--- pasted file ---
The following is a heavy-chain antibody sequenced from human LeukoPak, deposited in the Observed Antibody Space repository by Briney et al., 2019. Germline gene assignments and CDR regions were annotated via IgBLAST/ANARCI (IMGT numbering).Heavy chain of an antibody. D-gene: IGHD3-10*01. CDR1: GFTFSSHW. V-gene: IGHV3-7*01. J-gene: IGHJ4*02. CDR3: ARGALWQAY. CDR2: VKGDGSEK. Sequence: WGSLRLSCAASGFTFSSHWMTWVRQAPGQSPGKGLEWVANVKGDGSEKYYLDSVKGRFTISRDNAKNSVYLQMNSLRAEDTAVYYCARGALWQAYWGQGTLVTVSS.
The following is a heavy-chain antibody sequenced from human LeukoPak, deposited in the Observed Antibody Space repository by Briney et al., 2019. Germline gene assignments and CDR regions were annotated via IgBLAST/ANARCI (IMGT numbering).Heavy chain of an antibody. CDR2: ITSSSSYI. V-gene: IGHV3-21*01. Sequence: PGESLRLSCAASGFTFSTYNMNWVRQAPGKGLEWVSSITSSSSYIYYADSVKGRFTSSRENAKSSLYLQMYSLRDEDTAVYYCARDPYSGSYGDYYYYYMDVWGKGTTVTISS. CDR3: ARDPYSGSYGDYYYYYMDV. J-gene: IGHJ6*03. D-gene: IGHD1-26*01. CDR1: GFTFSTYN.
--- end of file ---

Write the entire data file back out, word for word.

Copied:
The following is a heavy-chain antibody sequenced from human LeukoPak, deposited in the Observed Antibody Space repository by Briney et al., 2019. Germline gene assignments and CDR regions were annotated via IgBLAST/ANARCI (IMGT numbering).Heavy chain of an antibody. D-gene: IGHD3-10*01. CDR1: GFTFSSHW. V-gene: IGHV3-7*01. J-gene: IGHJ4*02. CDR3: ARGALWQAY. CDR2: VKGDGSEK. Sequence: WGSLRLSCAASGFTFSSHWMTWVRQAPGQSPGKGLEWVANVKGDGSEKYYLDSVKGRFTISRDNAKNSVYLQMNSLRAEDTAVYYCARGALWQAYWGQGTLVTVSS.
The following is a heavy-chain antibody sequenced from human LeukoPak, deposited in the Observed Antibody Space repository by Briney et al., 2019. Germline gene assignments and CDR regions were annotated via IgBLAST/ANARCI (IMGT numbering).Heavy chain of an antibody. CDR2: ITSSSSYI. V-gene: IGHV3-21*01. Sequence: PGESLRLSCAASGFTFSTYNMNWVRQAPGKGLEWVSSITSSSSYIYYADSVKGRFTSSRENAKSSLYLQMYSLRDEDTAVYYCARDPYSGSYGDYYYYYMDVWGKGTTVTISS. CDR3: ARDPYSGSYGDYYYYYMDV. J-gene: IGHJ6*03. D-gene: IGHD1-26*01. CDR1: GFTFSTYN.